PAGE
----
"It's considered one of the toughest marathons," Pickering said. "It is at a high altitude. It has a lot of hilly desert terrain. There are winds to contend with and you have to look out for snakes and spiders. And there is a sand pit at mile 21. It's physically tough and intense. It is not a marathon for a personal best.
"At the same time, it's one of the best history lessons you can ever give a kid. When you share a little bit of the pain, a little bit of the sweat, you feel a little of what they did."
Billed as "A Test of Endurance, An Active History Lesson," the march is still primarily a military event, with many high school and college ROTC units participating as well as active military. But many civilians also participate. They can march the Green route, which is the full 26.2-mile march, or the 15-mile Blue route. Awards are only given to participants of the Green route.
Pickering didn't participate in last year's march. But Paul Carter of the Hazardous Devices School and Ed Courtney of Infrared Countermeasures did complete the 2008 march.
"I'm retired military. I spent 10 years in the infantry and I'm used to going on hikes. I had heard about the march many years ago. I thought it was a very neat thing to do to honor the veterans who survived the Bataan Death March," Courtney said.
"Col. Pickering told me about what it was like to participate in the march. I called Paul Carter to tell him about it. We've known each other for nine years and we go to church together. We've both had significant health issues in the last couple of years. We were looking to get in shape and preparing for the march seemed a good way to do that. We were able to build up our endurance and stamina, and we lost a lot of weight."
The two started training together in November 2007, spending a lot of time on treadmills and hiking local greenways. They decided to enter the 2008 march in the easiest category - male civilian light, age 50 plus.
The weather during the 2008 march was comfortable in the high 70s and low 80s. But the course was dusty, across a lot of terrain and hilly.
"In Huntsville, we do a lot of flat speed marching. But out there you have a lot of inclines," Courtney said. "In one part of the march starting at the seven-mile mark there is a 5 percent grade uphill for six miles. We didn't plan for that length of incline.
"Then there was one and a half miles of ankle deep sand that you had to get through going up and down hills. We were really stressed. We managed to get through it. My time was a little over nine hours and Paul's was a little over 10. Some marathoners finished in three hours. That's incredible because of the terrain and conditions."
Courtney and Carter carried backpacks filled with water and snacks. There were stations along the route where marchers could get oranges, bananas and water. The marchers especially appreciated the WW II veterans who encouraged them along the route.
"There were parts of the march that became very much a mental challenge. But our inspiration was the veterans of the Bataan Death March. They are well into their 80s now. They positioned themselves on the route and shook our hands as we came by," Courtney said.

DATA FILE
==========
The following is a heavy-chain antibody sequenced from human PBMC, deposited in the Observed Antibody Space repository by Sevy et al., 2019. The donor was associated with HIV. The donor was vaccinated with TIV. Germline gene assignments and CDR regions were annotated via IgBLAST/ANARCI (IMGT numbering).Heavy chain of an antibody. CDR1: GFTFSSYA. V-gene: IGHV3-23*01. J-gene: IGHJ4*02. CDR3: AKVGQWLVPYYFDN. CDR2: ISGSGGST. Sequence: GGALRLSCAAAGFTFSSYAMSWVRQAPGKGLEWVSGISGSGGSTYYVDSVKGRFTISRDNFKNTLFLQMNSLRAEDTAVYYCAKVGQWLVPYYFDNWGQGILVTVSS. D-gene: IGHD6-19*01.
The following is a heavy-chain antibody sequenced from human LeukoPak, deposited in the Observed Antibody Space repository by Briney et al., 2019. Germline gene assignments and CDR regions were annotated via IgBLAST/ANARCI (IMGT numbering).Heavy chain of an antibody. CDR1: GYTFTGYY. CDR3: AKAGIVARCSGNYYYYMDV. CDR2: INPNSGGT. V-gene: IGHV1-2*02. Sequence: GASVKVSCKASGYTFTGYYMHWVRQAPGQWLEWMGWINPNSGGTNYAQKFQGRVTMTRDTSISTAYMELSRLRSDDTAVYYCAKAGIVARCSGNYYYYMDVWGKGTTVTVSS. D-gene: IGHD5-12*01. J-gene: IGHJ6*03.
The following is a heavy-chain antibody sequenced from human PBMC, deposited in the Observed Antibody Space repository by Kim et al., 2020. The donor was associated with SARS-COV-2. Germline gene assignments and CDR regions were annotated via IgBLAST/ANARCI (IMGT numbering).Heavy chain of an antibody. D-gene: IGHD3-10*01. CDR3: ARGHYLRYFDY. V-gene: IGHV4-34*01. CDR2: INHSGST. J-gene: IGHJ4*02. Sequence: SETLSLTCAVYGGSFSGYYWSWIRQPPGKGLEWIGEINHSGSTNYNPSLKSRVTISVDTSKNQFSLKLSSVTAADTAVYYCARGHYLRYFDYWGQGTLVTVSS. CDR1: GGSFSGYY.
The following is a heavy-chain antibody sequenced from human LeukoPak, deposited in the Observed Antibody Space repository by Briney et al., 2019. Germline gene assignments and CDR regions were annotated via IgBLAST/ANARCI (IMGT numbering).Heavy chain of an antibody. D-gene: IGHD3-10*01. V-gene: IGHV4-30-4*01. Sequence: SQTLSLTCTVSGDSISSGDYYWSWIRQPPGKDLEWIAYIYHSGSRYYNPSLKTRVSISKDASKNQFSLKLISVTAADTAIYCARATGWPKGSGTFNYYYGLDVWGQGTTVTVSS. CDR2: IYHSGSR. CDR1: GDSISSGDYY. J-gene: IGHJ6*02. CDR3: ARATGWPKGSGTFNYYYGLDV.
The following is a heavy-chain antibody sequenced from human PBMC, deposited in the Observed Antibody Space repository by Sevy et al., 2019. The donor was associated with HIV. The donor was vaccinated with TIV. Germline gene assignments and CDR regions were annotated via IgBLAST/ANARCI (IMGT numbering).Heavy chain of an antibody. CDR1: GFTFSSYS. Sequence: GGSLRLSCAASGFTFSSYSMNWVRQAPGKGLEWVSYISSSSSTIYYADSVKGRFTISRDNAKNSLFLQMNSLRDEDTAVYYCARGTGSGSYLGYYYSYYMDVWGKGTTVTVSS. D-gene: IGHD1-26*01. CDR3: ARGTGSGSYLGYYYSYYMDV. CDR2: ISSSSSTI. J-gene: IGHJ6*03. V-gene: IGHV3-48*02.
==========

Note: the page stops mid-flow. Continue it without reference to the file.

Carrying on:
"When you saw them, you realized what they went through and you thought 'I'm not suffering anything like they did. I'm not going to stop. I want to honor them.'"
Courtney said there were also several amputee veterans from Iraq and Afghanistan that marched the course.
"They were making the hike, completing the hike. They gave us a lot of motivation and inspiration to stick with it and not give up," he said. "It was completely satisfying and gratifying to do this."
Because of the remoteness of the course, there are very few spectators. Participants can march or run as individuals, as individuals carrying 35-pound rucksacks and as teams.
"Participating as a team gives you a better feel of what happened on the death march because the team must finish the march together," Pickering said. "You can't leave any team members. If they are real slow, then the team is slow. You can carry them or whatever, but they must finish with you."
Neither Courtney or Carter will participate in the march this year. Courtney has already scheduled two church mission trips that will take up his leave time from work and Carter is just happy to have the march's commemorative T-shirt and dog tag from 2008. But Pickering plans to be there for this significant year in the memorial march's history.
"The march has grown so big. It's amazing how the march has continued," Pickering said. "I plan on doing the entire march with my dad. But it's a very personal march, and my dad and I will take it one step at a time."
Editor's note: The Bataan Memorial Death March is sponsored by White Sands Missile Range, New Mexico National State Parks and New Mexico State University. For more information or to register, visit its web site at www.bataanmarch.com.